Monday, October 31, 2005

Science Fiction - "Ender's Shadow"

This book is a co-sequel to the well known "Ender's Game" by Orson Scott Card. It's a "co-sequel", because it tells the same story as "Ender's Game", but through the eyes of another character - Bean. At the start of the book Bean is a tiny street rat barely surviving on the streets of Rotterdam. However, he appears to be extremely smart - he learns to read by age 3.

Eventually Bean winds up in Battle School, where he is trained along with other children to be future commanders of the Earth's space fleet in the upcoming war with the Buggers. Buggers are hive-insect beings that have once attempted to attack Earth, but weremiracously defeated.

In any case, Bean becomes one of Ender's most capable and trusted lieutenents. And, they both go on to lead the Earth's fleet to defeat the Buggers. However, whereas Ender thinks the entire campain is just a simulation - Bean early on figures out that in the children are not playing games, but fighting the actual war.

"Ender's Shadow" stands on its own. You can enjoy it without having read "Ender's Game". However, for me it was fun to go back to the original book and re-read some of the sections that covered the same events. I've read "Ender's Game" several times by now.

Besides these two books, there are number of other Ender books and my favorite is the direct sequel to "Ender's Game", the book titled "The Speaker for the Dead". However, I must say that "Ender's Shadow" comes in a close second.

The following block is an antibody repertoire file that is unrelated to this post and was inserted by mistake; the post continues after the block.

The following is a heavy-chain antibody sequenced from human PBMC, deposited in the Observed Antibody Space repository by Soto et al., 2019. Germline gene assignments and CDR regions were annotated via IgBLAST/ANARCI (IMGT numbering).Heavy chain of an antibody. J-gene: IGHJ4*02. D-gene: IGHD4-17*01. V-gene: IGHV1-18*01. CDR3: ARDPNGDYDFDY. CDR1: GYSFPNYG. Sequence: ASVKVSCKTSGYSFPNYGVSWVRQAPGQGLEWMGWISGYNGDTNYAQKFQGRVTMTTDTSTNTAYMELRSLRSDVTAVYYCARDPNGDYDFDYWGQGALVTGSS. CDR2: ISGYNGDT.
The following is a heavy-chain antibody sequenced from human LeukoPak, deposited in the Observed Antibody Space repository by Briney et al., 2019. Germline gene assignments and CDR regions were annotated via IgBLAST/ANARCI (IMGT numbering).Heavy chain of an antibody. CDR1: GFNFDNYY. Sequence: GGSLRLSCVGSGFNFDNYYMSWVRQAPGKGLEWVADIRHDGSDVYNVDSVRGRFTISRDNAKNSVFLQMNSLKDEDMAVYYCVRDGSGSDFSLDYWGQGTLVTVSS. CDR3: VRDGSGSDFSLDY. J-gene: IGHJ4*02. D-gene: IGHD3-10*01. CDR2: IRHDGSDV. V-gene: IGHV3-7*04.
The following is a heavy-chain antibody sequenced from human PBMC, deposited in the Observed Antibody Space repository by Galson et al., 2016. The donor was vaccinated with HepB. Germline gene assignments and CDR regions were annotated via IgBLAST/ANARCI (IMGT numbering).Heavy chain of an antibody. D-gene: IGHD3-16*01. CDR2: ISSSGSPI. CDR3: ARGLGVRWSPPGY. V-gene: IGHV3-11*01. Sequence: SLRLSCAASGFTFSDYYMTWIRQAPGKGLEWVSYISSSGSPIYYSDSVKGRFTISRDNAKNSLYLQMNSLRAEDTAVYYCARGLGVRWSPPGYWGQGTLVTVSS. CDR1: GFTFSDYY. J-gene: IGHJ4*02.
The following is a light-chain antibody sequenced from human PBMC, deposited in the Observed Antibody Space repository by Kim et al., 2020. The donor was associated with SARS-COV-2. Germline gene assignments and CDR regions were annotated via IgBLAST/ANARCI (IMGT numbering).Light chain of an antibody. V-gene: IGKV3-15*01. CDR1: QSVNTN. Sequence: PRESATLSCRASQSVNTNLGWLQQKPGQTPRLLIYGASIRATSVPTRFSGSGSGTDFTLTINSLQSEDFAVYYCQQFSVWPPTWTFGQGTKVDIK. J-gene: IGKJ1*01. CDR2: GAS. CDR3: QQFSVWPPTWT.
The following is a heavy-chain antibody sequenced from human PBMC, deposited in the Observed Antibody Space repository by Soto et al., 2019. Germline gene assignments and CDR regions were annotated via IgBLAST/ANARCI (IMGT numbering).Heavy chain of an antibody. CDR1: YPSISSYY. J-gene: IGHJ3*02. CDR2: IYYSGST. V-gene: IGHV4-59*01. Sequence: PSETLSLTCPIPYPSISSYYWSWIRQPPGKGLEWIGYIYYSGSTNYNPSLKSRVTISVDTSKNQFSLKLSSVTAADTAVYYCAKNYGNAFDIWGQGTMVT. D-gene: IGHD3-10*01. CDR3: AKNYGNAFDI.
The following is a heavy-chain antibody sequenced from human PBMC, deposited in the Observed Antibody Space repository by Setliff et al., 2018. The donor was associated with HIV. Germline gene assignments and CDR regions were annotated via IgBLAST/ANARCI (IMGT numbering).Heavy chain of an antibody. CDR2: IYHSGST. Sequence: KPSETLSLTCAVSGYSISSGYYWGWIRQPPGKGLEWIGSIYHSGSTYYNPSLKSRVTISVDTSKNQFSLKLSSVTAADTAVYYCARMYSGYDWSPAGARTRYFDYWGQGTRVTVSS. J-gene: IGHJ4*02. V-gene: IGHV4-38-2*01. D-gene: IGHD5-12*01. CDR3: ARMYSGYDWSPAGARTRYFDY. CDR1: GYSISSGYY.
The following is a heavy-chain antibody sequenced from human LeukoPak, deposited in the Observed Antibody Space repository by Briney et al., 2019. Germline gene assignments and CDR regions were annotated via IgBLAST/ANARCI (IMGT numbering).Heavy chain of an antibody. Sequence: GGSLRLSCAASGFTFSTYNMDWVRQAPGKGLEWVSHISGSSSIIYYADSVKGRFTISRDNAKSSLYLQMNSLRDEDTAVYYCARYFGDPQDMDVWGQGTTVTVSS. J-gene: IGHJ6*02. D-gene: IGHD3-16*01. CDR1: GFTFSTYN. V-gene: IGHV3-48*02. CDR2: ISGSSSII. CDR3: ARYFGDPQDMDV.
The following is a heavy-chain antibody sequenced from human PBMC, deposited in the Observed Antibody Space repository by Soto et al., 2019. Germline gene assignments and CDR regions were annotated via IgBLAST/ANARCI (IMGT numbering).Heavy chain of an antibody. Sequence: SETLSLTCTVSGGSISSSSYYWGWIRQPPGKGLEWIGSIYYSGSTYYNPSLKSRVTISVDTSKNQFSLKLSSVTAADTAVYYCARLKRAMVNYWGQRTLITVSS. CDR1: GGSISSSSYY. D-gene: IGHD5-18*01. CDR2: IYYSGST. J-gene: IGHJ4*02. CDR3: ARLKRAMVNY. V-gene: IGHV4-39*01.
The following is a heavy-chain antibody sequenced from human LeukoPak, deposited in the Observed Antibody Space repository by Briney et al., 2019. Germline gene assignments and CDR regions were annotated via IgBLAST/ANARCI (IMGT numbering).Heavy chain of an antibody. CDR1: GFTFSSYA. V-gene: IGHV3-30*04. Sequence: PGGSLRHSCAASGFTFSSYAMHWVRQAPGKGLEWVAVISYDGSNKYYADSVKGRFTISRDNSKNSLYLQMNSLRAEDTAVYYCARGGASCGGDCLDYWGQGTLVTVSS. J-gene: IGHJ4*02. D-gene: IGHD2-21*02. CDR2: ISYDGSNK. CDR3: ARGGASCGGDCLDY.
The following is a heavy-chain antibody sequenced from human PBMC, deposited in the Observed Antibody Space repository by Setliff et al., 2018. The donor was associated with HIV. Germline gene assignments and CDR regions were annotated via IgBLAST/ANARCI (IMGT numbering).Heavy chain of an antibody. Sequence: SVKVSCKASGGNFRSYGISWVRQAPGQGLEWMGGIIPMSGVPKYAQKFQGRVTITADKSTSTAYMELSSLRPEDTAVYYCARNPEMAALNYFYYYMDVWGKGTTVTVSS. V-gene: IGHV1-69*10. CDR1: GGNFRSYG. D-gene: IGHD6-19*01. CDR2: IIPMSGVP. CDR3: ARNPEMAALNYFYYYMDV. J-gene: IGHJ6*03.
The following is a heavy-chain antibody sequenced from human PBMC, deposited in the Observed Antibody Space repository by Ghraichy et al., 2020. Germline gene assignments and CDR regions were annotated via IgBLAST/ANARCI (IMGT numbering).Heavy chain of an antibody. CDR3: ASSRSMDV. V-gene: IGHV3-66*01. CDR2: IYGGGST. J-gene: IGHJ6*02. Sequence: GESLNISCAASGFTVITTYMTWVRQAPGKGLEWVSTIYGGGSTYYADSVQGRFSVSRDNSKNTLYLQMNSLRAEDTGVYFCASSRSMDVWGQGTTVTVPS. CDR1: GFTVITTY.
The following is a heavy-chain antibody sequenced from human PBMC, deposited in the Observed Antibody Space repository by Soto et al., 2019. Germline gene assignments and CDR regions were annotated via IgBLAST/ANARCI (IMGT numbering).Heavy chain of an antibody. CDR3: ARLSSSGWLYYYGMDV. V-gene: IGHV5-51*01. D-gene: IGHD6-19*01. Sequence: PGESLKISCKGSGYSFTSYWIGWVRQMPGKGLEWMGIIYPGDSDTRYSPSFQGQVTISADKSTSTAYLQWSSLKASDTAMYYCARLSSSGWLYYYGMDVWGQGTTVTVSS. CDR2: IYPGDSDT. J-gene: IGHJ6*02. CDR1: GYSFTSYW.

At 7:18 PM, Anonymous Leonid Tomilchik said...

Ender's Shadow is indeed a fun book. I don't really know if it would be okay to read it without first reading Ender's Game, since I read them in the "correct" order, but it is definitely a book on its own. It felt like Orson Scott Card was less constrained by the "goodness" of his hero, Bean, in Shadow, than Ender himself in Game, in the whole Bean-centered part of the (what's the word for a series of seven books - septology?) series - Ender's Shadow, Shadow of the Hegemon, Shadow Puppets - and that's what gives these books a little bit more edge. Overall, the further into the series (especially, this is evident in the Ender part), the more Card becomes preach'y, with religious ideas firmly coming to the fore, which makes it somewhat not-so-easy read for an atheist like me.

Nevertheless - excellent series! Will get back to re-reading it in a couple of years.

At 4:22 AM, Blogger richieb said...

In the Ender series, I read "Xenocide" but never could get into "Ender's Children". "Xenocide" was only borderline interesting. Maybe I should try some of the "Shadow" series.


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